Language Selection

English French German Italian Portuguese Spanish

mozilla developer news March 18

Filed under

In this issue…

* Firefox 3 Memory usage
* Mozilla QA Companion released
* Mozilla at SXSW
* John Lilly and Mike Schroepfer interviewed by Matt Asay
* Effortless Good Firefox Add-on
* The Year of the Gecko
* Executive Director search update
* Last chance for free t-shirts!
* Firefox 3’s AwesomeBar changes for Beta 4
* Developer calendar
* Subscribe to the email newsletter

Firefox 3 Memory usage

As the web and web browsers have matured, people have started expecting different things from them. When Firefox was first released, few people were browsing with tabs or using large numbers of add-ons. As browser usage patterns have changed, so too have Mozilla’s strategies on how to effectively make use of system resources such as memory. A large number of changes have been made to the platform Firefox 3 is built on, including many that aim to reduce the browser’s memory footprint. The results have been dramatic, particularly in the recently released Firefox 3 Beta 4, with tests showing that Firefox 3 now beats memory usage numbers of all other modern web browsers.

Stuart Parmenter discusses Firefox 3’s memory usage in a post on his weblog. Several follow-up posts expand upon the discussion, including on weblogs by John Resig, Tristan Nitot, and Chris Blizzard. Ars Technica has also written an article about this topic.

More Here

More in Tux Machines

Leftovers: Ubuntu

  • Ubuntu Touch OTA-7 Update Is Being Tested, on Track for October Launch
    The Ubuntu Touch OS is getting a new OTA very soon and the developers are putting the final touches on it. The update is still on track for an October 19 launch and it will remain that way if nothing goes wrong.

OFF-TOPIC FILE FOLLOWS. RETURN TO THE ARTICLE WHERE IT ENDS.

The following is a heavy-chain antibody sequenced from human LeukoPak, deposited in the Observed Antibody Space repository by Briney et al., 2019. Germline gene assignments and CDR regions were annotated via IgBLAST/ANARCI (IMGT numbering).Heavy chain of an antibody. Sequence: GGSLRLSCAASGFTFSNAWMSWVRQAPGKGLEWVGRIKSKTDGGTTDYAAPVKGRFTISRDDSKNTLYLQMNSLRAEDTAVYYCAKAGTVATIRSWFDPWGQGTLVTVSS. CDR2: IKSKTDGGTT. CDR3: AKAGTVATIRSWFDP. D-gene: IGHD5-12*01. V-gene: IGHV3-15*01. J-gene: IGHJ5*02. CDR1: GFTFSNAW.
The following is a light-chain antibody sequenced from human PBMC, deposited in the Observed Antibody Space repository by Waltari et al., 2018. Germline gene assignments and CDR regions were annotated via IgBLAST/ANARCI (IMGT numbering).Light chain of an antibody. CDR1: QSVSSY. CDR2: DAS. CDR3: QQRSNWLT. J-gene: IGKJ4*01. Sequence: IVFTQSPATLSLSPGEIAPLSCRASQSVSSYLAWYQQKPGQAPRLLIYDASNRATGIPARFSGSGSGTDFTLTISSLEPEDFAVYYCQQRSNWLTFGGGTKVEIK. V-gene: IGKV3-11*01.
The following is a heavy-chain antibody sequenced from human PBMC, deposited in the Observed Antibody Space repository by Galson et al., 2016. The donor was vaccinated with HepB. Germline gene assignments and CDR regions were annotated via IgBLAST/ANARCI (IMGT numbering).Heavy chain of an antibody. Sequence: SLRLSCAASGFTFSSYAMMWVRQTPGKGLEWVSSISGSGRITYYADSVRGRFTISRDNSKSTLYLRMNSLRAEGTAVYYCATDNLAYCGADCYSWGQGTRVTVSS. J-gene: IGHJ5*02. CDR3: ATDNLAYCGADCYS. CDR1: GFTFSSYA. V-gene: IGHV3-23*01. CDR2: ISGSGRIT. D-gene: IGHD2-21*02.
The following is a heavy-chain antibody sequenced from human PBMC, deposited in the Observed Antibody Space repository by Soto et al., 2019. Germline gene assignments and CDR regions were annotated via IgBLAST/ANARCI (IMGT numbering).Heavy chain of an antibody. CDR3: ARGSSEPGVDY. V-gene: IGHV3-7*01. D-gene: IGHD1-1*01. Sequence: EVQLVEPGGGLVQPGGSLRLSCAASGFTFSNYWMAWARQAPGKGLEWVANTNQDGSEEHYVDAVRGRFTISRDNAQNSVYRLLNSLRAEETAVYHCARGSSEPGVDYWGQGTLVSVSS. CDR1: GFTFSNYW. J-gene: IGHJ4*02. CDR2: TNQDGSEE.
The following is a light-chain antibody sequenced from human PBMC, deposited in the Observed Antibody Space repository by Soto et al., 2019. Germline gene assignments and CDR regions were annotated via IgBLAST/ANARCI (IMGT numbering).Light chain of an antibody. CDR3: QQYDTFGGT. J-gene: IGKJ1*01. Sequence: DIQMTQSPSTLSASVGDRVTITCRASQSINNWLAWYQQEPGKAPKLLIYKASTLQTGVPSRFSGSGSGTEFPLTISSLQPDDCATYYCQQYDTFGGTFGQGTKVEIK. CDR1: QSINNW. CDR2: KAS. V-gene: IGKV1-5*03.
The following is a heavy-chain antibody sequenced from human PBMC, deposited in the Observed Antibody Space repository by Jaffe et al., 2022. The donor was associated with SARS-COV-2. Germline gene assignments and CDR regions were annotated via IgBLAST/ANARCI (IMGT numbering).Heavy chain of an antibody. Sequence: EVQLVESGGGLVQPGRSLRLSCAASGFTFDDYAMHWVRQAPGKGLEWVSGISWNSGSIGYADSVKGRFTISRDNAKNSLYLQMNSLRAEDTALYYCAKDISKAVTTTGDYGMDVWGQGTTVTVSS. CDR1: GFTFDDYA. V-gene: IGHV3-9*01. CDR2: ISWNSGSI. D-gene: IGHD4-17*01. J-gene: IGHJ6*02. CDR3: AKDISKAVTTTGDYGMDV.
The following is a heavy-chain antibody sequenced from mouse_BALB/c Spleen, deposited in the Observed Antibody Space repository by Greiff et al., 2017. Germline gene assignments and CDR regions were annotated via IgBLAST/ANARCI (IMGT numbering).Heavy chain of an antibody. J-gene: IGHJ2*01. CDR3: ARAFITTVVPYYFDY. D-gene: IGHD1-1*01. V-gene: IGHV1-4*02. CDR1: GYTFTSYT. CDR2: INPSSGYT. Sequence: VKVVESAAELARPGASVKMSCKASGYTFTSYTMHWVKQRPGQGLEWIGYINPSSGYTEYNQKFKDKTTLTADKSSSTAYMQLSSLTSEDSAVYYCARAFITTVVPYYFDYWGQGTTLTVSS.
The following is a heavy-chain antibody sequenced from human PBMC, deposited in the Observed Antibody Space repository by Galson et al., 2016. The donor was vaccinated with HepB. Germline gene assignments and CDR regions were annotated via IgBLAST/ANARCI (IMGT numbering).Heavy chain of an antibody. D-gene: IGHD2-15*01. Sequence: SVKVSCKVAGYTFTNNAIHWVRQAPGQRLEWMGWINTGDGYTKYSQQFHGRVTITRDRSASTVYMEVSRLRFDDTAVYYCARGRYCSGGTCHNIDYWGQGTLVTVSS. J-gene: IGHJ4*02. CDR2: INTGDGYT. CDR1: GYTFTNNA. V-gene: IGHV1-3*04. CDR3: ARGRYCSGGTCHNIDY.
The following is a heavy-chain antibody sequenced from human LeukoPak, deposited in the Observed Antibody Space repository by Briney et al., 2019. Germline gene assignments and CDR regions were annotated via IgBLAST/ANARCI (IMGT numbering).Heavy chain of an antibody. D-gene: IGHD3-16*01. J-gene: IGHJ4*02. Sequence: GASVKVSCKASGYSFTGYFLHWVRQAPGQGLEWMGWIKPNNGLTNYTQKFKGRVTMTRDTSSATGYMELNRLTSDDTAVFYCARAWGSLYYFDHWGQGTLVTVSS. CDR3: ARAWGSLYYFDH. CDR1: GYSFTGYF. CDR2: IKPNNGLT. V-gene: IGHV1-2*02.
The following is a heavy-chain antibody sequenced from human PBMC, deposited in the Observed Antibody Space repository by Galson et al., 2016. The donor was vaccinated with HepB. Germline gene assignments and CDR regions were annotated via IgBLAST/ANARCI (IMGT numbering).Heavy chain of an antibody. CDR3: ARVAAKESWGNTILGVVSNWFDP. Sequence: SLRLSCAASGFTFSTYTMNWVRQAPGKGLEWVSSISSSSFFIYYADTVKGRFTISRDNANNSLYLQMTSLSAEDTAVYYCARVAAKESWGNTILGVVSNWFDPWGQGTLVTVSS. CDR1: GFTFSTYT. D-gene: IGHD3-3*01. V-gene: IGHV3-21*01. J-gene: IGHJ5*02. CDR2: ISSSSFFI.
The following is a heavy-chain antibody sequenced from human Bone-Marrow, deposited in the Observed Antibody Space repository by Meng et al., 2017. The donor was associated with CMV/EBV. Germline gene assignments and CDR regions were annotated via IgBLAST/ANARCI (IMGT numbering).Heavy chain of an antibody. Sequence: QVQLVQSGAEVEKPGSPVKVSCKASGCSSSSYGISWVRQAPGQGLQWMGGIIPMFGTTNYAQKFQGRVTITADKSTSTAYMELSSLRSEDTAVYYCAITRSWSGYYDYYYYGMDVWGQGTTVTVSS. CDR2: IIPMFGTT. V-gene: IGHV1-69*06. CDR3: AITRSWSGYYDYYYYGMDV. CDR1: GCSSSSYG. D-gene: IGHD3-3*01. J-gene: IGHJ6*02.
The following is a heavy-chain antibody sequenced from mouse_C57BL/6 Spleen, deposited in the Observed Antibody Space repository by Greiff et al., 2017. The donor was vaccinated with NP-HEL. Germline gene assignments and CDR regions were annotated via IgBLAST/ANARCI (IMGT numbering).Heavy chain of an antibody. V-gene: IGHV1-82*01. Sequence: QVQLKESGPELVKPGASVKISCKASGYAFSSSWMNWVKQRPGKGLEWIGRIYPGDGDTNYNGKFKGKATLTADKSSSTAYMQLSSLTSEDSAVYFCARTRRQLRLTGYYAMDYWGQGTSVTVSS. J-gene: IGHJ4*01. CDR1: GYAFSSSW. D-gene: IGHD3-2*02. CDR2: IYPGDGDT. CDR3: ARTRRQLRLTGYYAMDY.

• False Rumors About Microsoft Buying Canonical Are Ridiculous
    The rumor that Microsoft is interested in buying Canonical doesn't seem to go away, despite the fact that there is no real basis to it. We’ve already explained why that is unlikely to happen, but people still don't listen, so here are some more reasons why the rumor is perfect for April 1.
  • Is Microsoft Wooing Canonical & Important Departures…
    A while back I was fitted for a tinfoil hat by some because I had the audacity — the audacity! — to suggest that it would be a shrewd business move by the now-Linux-loving Microsoft to buy Canonical because a.) Canonical had technology that Microsoft would want and need to advance in mobile (like the Ubuntu Phone technology, which blows Microsoft’s out of the water currently), and b.) by this time, Mark Shuttleworth is beyond tired of flushing millions after millions down the toilet (though, as a half-billionaire, he still has several decades of current spending before his bank account resembles, well, mine), and who can blame him? You laughed. Well, sports fans, allow me to hand back your tinfoil hat and ask, who’s laughing now? Linux Journal’s James Darvell outlines this scenario in great detail, quoting a blog item reporting the business deal, and makes an observation worth keeping an eye on: “Microsoft could convert Canonical into a very profitable acquisition by eliminating the unprofitable parts of the company,” he writes. “In fact, it could become the dominant player in the cloud space, and secure the company’s future.”
  • Spice Vulnerabilities Closed in Ubuntu 14.04 LTS and Ubuntu 15.04
    A Spice vulnerability has been found and repaired in the Ubuntu 15.04 and Ubuntu 14.04 LTS operating systems. The SPICE protocol client and server library has been patched in the past few months a couple of times, and this is just the latest fix. It's not a major component, but users should really close any kind of exploit and vulnerability and upgrade their systems frequently.

Security Leftovers

Android Leftovers

Using open source principles to build better engineering teams

We become better software developers by observing how some of the best software in the world is being written. Open source has changed and will continue to change the way the world builds software, not only by creating high-quality reusable components, but by giving us a model for how to produce better software. Open source gives us complete transparency into that process. Read more